While Daniel Hernandez, Jr.the openly gay intern who has been widely credited with saving the life of Congresswoman Gabrielle Giffords in the tragic shooting in Tucson, Ariz., last monthmay not consider himself to be a hero, one would have been hard-pressed to find anyone else in attendance at the National Conference of the United States Hispanic Leadership Institute (USHLI), held Feb. 17-20 at the Sheraton in downtown Chicago, who matched the 21-year-old's modesty.
Featured as the guest speaker for the Feb. 19 luncheon at the conference, Hernandez told Windy City Times that, while he was honored to be invited to the 29th annual event directed toward students and young professionals of Hispanic heritage, he was anxious to hop on his flight home to return to his commitments there.
While admitting that he is recognized on the street more often these days, he said his life largely remains focused on his studies and continuing internship with Giffords' office rather than media appearances. He's also in the midst of a political campaign of his ownrunning for student body president of the University of Arizonawhich began several months before the tragic event that launched him into the national spotlight.
"Other than being recognized, nothing has really changed," Hernandez said. "I'm still at the University of Arizona, I'm still an intern with the congressional office of Congresswoman Giffords, so I haven't let it change too much. I'm sure I could have let it get out of hand but I've made a concerted effort to try and make sure that I stay as normal as possible so still an intern, still a student."
The "as possible" caveat to that statement is an important one to note for the man who, last month, celebrated his birthday while sitting next to First Lady Michelle Obama for the president's State of the Union address, where he was also recognized with a standing ovation.
But despite all the attention, Hernandez said he is limiting the number of opportunities he will accept in order to maintain a sense of normalcy in his life. He said he said "yes" to the USHLI conference because of the organization's emphasis on the importance of education.
Introducing Hernandez at the luncheon, USHLI President Dr. Juan Andrade described the student as someone who had "won the hearts of millions and millions of people across this country" in how he responded to the Tucson shooting tragedy.
In a press conference preceding the luncheon, U.S. Sen. Richard Durbin, D-Ill., noted Hernandez's "extraordinary courage." Durbin was on hand to receive the Institute's Si Se Puede Award.
"Years and years ago, I was an intern for a United States senator and there was never any job training that suggested I would face what you went through," Durbin said. "What he lacked in training, he made up for in instinct, an instinct that he showed in Tucson of caring enough to risk his own life to try to protect others says a lot about him, his family and what his service and commitment that day in Tucson means in the future."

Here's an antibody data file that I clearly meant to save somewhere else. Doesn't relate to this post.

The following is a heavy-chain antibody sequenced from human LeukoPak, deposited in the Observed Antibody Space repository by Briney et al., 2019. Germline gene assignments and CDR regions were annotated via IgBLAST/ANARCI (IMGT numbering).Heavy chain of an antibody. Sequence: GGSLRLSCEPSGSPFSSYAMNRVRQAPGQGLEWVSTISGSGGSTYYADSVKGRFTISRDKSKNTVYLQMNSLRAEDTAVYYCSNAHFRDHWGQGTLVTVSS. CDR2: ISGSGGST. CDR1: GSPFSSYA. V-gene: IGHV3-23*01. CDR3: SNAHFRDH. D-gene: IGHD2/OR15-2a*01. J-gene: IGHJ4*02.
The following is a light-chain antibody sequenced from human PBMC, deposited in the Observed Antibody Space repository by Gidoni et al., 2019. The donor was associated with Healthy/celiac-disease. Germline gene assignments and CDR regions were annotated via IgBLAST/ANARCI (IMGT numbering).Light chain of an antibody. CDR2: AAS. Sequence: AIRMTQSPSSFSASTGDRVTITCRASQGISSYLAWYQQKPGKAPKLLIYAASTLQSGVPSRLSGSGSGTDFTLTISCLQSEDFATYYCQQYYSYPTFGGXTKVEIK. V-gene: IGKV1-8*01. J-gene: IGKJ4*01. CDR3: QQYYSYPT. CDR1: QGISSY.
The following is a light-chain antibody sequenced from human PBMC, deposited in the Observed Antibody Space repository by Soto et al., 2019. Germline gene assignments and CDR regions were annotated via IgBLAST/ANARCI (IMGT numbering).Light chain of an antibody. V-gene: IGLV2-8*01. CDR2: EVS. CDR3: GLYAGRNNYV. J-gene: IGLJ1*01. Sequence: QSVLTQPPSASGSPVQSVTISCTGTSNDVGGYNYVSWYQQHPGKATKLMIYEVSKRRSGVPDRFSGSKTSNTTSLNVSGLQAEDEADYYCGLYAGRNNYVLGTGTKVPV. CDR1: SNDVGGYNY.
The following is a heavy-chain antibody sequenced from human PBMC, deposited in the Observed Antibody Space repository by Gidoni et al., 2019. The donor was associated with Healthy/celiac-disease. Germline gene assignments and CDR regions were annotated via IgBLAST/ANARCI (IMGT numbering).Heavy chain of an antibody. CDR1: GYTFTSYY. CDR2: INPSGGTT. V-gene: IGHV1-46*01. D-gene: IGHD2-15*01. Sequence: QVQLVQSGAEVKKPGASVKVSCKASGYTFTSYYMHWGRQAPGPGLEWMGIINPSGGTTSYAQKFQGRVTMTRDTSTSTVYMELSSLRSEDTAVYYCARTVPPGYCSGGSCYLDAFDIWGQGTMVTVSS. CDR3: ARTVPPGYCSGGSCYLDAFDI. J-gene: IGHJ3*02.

Addressing the conference attendees, Hernandez spoke of his experience as a first-generation college student within his family and encouraged high school students, in particular, to continue on to higher education and work hard to "be a first-rate version of yourself, not a second rate version of someone else"advice he said he received from a fortune cookie.
"When I see the people that are here, the majority of them are where I was not too long agoit was three or four years ago that I probably would have been in the exact same position they're in," Hernandez said. "I'm talking to them about the importance of getting an education and also not letting yourself get put into any boxes. Once you start letting others define you, that's when you start kind of losing who you are. I think it's a simple message that bears repeating."
Hernandez added that he is hopeful that the LGBT and Hispanic activist communities will pursue their legislative prioritiesincluding, but not limited to issues including marriage equality and comprehensive immigration reformin concert moving forward.
"One of the things that I think a lot of people have realized is that when we work together, we're a lot stronger than when we're kind of fighting our own fights because there's a lot of overlap for a lot of these things," Hernandez said.
Also present at the luncheon were U.S. Rep. Luis Gutierrez, Cook County States Attorney Anita Alvarez, state Rep. and Chicago City Clerk hopeful Susana Mendoza and former U.S. Ambassador to Belize Carolyn Curiel. Gutierrez was recognized with the Edward R. Roybal/Henry B. Gonalez Award for Excellence in Public Service.